OFFERINGS 

Afro-American Studies Courses 152 

Agriculture Courses 152 

Anthropology Courses 152 

Applied Design Courses 153 

Biometrics Courses 153 

Chinese Courses 153 

Classics Courses 153 

Crafts Courses 153 

Dance Courses 1 53 

Engineering Cooperative Education Courses 154 

Engineering Science Courses 154 

Engineering Technology Fire Service Courses 154 

Fire Protection Engineering Courses 154 

Foreign Language Courses 154 

Geology Courses 154 



Greek courses «| other University of Maryland Campuses 157 

Hebrew Courses !|| 

Housing and Applied Design Courses ■« Inrlov 158 

Human and Community Resources Courses l« imuca 

Information Systems Management Courses ijjs 



Japanese Courses. 

Latin Courses 

Women's Studies Courses.. 



156 
156 
156 



University of Maryland. College Park 



Academic Calendar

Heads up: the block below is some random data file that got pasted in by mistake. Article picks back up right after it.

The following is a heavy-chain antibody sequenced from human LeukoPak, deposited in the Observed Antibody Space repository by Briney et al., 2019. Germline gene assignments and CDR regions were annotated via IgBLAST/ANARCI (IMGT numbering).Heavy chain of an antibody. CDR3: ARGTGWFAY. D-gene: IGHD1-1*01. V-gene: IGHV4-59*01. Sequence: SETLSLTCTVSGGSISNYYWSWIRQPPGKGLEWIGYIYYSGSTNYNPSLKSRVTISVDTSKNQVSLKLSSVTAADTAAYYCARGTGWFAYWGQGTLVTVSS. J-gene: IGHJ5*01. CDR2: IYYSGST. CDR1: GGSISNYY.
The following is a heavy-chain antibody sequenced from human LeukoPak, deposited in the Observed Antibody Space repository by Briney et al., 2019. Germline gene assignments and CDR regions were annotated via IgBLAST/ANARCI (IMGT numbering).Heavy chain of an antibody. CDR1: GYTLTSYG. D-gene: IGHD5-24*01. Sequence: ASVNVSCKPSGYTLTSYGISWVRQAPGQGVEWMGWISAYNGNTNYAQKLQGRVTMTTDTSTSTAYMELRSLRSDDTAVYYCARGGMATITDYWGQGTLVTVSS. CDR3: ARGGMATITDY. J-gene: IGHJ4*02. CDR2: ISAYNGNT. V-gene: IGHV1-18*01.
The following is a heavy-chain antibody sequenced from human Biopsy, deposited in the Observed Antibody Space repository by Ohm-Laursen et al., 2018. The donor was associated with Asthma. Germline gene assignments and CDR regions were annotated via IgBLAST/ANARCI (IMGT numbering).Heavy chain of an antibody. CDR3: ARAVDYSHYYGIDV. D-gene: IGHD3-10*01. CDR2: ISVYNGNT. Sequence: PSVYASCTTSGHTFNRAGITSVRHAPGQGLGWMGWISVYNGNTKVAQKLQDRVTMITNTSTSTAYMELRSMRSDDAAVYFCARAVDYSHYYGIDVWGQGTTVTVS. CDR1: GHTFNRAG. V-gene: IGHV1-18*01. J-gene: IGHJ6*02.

Fall Semester, 


1980 




August 25, 26 


Monday, Tuesday 


Registration 


August 27 


Wednesday 


Classes Begin 


September 1 


Monday 


Labor Day 


November 26, 27, 


Wednesday-Friday 


Thanksgiving 


28 




Recess 


December 12 


Friday 


Classes end 


December 13, 14 


Saturday, Sunday 


Exam Study Days 


December 15-22 


Monday-Monday 


Finals 


December 22 


Monday 


Commencement 


Spring Semester, 1981 




January 12, 13 


Monday, Tuesday 


Registration 


January 14 


Wednesday 


Classes Begin 


January 15 


Thursday 


Martin Luther King 
Day 


March 15-22 


Sunday-Sunday 


Spring Break 


May 6 


Wednesday 


Classes End 


May 7 


Thursday 


Exam Study Day 


May 8- 15 


Friday-Friday 


Finals 


May 15 


Friday 


Commencement 


Summer Session, 1981 (tentative schedule) 


Session 1 






May 18 


Monday